The Salina Journal from Salina, Kansas on April 29, 2001 · Page 58
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The Salina Journal from Salina, Kansas · Page 58

Salina, Kansas
Issue Date:
Sunday, April 29, 2001
Page 58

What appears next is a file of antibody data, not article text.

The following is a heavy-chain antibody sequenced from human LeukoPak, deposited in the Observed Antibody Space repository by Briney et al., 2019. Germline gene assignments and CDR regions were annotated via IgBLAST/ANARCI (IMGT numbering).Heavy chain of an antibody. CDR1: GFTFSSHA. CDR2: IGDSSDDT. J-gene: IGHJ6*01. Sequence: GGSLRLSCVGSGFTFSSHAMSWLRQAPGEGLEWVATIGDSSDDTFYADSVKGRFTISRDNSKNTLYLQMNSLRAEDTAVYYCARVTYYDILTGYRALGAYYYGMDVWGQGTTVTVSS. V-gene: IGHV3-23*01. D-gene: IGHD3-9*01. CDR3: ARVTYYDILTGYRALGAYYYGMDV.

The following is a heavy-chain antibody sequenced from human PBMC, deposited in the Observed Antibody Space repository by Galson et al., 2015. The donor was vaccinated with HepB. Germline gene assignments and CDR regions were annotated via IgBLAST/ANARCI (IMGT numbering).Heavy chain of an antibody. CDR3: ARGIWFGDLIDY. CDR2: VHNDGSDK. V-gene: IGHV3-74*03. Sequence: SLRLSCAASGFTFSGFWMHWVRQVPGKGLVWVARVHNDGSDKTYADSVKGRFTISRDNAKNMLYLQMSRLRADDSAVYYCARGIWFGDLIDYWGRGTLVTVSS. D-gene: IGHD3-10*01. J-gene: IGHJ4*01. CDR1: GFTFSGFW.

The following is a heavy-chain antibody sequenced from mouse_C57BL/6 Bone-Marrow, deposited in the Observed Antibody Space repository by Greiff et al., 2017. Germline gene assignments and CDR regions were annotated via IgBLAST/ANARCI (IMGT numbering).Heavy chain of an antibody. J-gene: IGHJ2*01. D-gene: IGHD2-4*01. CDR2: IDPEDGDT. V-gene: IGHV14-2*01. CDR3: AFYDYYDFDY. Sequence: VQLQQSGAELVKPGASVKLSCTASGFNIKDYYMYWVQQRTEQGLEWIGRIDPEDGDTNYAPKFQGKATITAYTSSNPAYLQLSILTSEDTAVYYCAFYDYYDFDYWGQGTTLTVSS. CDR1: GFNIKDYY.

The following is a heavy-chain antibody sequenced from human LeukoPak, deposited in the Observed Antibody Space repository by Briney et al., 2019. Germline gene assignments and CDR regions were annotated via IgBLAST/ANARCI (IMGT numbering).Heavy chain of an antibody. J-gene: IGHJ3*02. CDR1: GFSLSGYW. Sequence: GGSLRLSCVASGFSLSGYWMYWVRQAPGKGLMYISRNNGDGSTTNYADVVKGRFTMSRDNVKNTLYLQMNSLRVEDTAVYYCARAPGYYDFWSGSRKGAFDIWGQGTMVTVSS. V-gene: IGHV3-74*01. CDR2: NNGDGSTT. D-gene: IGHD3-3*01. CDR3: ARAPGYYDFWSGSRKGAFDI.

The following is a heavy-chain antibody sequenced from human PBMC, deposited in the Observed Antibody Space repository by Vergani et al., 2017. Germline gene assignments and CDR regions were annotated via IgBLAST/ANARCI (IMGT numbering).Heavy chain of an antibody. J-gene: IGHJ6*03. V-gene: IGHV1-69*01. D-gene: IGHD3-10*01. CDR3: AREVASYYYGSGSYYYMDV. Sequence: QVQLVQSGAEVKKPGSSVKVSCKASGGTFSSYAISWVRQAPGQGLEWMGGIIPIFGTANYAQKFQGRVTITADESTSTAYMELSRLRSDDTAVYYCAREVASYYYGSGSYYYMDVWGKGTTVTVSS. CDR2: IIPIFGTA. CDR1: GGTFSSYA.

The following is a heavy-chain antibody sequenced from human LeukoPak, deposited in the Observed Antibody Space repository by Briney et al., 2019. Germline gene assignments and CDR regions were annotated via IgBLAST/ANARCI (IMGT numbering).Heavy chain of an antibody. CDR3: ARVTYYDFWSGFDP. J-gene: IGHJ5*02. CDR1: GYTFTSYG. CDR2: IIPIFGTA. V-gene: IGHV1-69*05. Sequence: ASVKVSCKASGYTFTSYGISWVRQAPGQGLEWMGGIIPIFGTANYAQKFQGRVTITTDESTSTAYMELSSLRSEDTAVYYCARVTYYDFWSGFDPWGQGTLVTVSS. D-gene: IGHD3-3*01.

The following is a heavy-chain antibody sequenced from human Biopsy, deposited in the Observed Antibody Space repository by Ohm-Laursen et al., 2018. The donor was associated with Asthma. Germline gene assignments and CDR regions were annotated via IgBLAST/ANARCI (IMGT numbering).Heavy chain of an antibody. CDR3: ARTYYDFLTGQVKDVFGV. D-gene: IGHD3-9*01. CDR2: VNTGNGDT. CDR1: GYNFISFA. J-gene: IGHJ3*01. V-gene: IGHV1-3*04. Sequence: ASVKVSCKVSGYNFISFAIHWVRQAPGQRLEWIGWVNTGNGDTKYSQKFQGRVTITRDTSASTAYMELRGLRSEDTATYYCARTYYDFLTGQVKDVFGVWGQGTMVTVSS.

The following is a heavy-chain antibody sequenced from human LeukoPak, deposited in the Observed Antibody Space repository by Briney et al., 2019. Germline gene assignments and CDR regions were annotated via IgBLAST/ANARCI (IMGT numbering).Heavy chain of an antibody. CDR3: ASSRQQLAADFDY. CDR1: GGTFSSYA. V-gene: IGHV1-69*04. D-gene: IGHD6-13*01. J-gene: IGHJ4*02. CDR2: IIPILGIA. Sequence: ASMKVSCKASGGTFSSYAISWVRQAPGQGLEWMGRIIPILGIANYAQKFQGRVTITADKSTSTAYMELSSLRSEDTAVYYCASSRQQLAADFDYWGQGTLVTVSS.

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4 in.5 teens think their parents are similar to or cooler than their friends' oarents. T TURNS OUT today's teenagei-s aren't so scary after all. Results of USA WEEKEND'S Teens & Parents survey reveal a generation of young people who get along well vnth their parents and approve of the way they're being raised. They think of their parents with affection and respect. They speak vdih Mom or Dad when they have a problem. Most feel that their parents understand them, and they believe their family is the No. 1 priority in their parents' lives. Many even think their pai'- ents are cool! Although more than a third have an teenagers admire their pai'ents and welcome parental guidance about impoi"tant matters such as career choice — though not, by a long shot, Mom and Dad's advice on matters of personal taste, such as music or fashion. When we ask teens to choose a hero, they usually select an older family member rather than a remote public figure. Most teens say they enjoy the company of both parents and Mends. Contrary to some stereotypes, most adolescents believe they must be tolerant of differences among individuals (though they do not always find this easy in the cliquish envii'onment of high school). Many of true that American families are gi'ovsong closer at the dawn of this new millennium. Perhaps there is less to fight about, with the countiy in a period of tranquility and the dangers of di-ug abuse and other unwholesome behavior well known. Perhaps in the face of impersonal and intimidating globalization, a young person's family feels more like a friendly haven than an oppressive trap. And perhaps parents are acting more like pai'ents than in the recent past: Within just the past five years, I have noticed parents retui-ning to a behef that teenagers need the guidance of elders rather than the laissez-faire, "anything goes" mode object in their rooms they would Uke to keep secret from their parents, rai'ely is it anything more alaiTning than a diai -y or off-color book or CD. A small bit of private and forbidden tenn- tory, perhaps, but not very far off the resei-vation. Such results may seem surprising against the backdrop of horrific incidents, such as Columbine and Santee, that color the way the mass media porti-ay the young. In October 2000, the same month the survey was taken, the Washington-based Center for Media and Public Affaii-s wrote in its publication Media Monitor that, in a recent month of TV news coverage of American youth, just 2% of teens were shown at home, and just 1% were poiti'ayed in a work setting. In contrast, the criminal justice system accoimted for nearly one out of every five visual backdrops. No wonder parents worry their own kids might spin out of control once they hit the turbulent waters of adolescence. The overall facts ought to reassure us. The survey shows us that today's teens are affectionate, sensible and far happier than the angi-y and tortured souls that have been painted for us by stereotypes. R-om other sources, we also know teenage crime, drug abuse and premarital sex are in general decline. We, of course, need to pay attention to youngsters who are filled with malcontent and hostility, but we should not allow these extreme cases to distort our view of most young people. My own reseai'ch at the Stanford Center on Adolescence uses in-depth interviews with small samples of youngsters rather than large-scale surveys. Still, in my studies and others I have read, I find the same patterns as in USA WEEICEND's survey Today's them volunteer for community service with disadvantaged people. One prevalent quality we have found in teens' statements about themselves, their friends and their families is a strikingly positive emotional tone. By and large, these are very nice Mds, and as the band The Who used to sing, "The kids ai-e ahight." How much is today's spirit of harmony a change from our more turbulent past? A mere generation ago, pai'ent-child relations were described as "the generation gap." Yet even then repoits of widespread youth rebellion were overdone: Most Mds in the '60s and '70s shai'ed their parents' basic values. Still, it is of chUd-reaiing that became popular in the second half of the 20th century But missing from all these data is the sense that today's young cai-e veiy much about then- counUy, about the broader civic and political environment, or about the future of their society They seem to be turning inward — generally in a pro-social manner, cei*tauily with positive benefits for intimate relationships, but too often at the expense of a connection with the present and futui-e world beyond, including the society they wiS. one day inherit. Continued on next page The \lk\M f-mm Saniaiia Hk|li School by John Schardt Things are starting to get bacl< to normal around Santana. Students are thinking about assemblies, the senior trip and prom, while trying to forget about what happened weeks ago. But that's not so easy when more incidents happen, like the shooting at Granite Hills High School. I talked to my schoolmates about the results of USA WEEKEND Magazine's Teens & Parents survey and asked if they thought it reflected the state of teens today. The students mostly validated the survey's findings and thought it was accurate and informative, though certain results were singled out and commented on. Robert Garcia, 18, a senior, was surprised that only 24% of teens had been grounded in the past 30 days. "We like to push buttons," he said. He was similarly shocked that 68% of boys said they don't hide anything in their room."There is always something your parents won't let you have, but you do anyways." Some students thought the percentage of kids who lived with both parents (63%) looked a little high, because the divorce rate is close to 50%. On more important matters, are parents really "there" for their teens today? Do kids have so much pressure on them that it causes some to commit such horrific acts? The survey results and the students I talked to seemed to feel that is not so. People are always looking for simple answers to troubling problems, but sometimes there aren't any. I can only offer a glimpse into what my fellow adolescents think. One survey is not going to give an accurate snapshot of what teens are all about. Our parents grew up under very different circumstances, both better and worse than ours. We can't fully understand what shaped them, and they can't fully understand what is shaping us. It Is and will always be a blind intersection. But in spite of this, and perhaps because of our stronger relationships with our parents, America's youth seem to be doing quite well, even given recent events. We are resigned to them, are learning to adapt and hope they won't define our generation. JOHN SCHARDT is a junior at Santana High School in Santee, Calif USA WEEKEND • April 27-29,2001 USA WEEKEND • April 27-29,2001 7